She’d wanted to meet her newborn grandson so badly. If only…
by- Posted on Apr 22, 2015
I stared up at the ceiling from my rock-hard bed in the hospital maternity ward. Two hours earlier, I’d given birth to Markeise, my beautiful baby boy. I should’ve felt elated. And yet, something—someone—was missing. Minnie, my mom.
Lachesha and Minnie
For as long as I could remember, I’d called her by her first name. Minnie had me when she was only a teen, and we were close enough in age that we acted more like best friends than mother and daughter—“thick as thieves,” my grandmother often said. Even after I got married, we talked on the phone every day, went shoe shopping on the weekends, cracked up over the same jokes.
Minnie was diagnosed with uterine cancer during my first trimester. “Don’t you worry, darling,” she said. “I’ll be there for the baby’s birth. Wouldn’t miss it for the world. I promise.”
I believed her. Minnie loved being a grandmother more than anything else. She’d been at the hospital when my first two children were born, snapping photos and making a fuss. When I gave birth to my daughter, she’d hollered, “It’s a girl! It’s a girl!” in the waiting room until one of the nurses asked her to quiet down.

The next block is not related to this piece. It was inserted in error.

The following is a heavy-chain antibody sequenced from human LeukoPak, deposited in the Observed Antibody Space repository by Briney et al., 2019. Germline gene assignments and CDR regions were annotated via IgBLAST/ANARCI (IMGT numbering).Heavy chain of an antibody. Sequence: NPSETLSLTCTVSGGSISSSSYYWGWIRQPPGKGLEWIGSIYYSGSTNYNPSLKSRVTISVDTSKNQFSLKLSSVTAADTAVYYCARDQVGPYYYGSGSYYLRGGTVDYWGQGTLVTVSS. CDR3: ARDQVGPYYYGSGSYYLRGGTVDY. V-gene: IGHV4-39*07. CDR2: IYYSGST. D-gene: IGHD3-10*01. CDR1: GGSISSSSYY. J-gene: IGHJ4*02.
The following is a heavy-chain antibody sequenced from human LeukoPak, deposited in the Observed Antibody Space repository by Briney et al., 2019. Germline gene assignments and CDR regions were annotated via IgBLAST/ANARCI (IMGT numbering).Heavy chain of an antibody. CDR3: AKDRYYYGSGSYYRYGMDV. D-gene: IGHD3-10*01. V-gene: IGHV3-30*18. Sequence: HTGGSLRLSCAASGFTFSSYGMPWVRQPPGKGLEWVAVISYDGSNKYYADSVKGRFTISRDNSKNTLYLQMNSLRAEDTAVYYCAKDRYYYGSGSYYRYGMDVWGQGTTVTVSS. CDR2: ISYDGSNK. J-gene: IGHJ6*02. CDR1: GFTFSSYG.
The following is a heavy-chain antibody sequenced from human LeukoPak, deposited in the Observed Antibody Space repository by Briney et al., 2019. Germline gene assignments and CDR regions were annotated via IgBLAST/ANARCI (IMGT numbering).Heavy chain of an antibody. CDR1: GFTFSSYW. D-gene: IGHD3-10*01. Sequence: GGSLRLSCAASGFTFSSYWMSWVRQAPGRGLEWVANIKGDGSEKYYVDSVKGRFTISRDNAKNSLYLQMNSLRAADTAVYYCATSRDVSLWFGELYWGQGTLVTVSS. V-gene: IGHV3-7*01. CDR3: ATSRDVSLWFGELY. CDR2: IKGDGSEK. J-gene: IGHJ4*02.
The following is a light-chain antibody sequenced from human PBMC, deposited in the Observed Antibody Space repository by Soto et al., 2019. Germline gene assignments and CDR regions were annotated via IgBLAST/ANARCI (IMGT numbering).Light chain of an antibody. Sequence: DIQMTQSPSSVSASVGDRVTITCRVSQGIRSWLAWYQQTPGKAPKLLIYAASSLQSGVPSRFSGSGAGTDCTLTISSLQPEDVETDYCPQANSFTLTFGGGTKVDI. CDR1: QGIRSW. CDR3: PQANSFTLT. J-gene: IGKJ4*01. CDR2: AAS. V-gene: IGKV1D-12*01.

I thought we told each other everything. But Minnie never let on how serious her cancer was—she didn’t want to worry me so early on in my pregnancy. She started chemo too late. Within three months, she was gone.
I stopped staring at the ceiling and pulled out Minnie’s photo from my overnight bag. I positioned it by my bed, hoping to feel her presence. But I didn’t. She’d never meet her grandson. Never stare into his big, brown eyes, so much like her own.
A nurse walked into my room. “How are you doing?” she said.
I wiped my eyes and forced a smile. “Just hormones.”
The nurse shuffled over to the dry erase board opposite my bed and pulled a marker from her pocket. She scribbled the name of the on-call doctor, the one who would be taking care of Markeise until we were ready to go home.
Only after she left did I notice what she’d written, in all capital letters.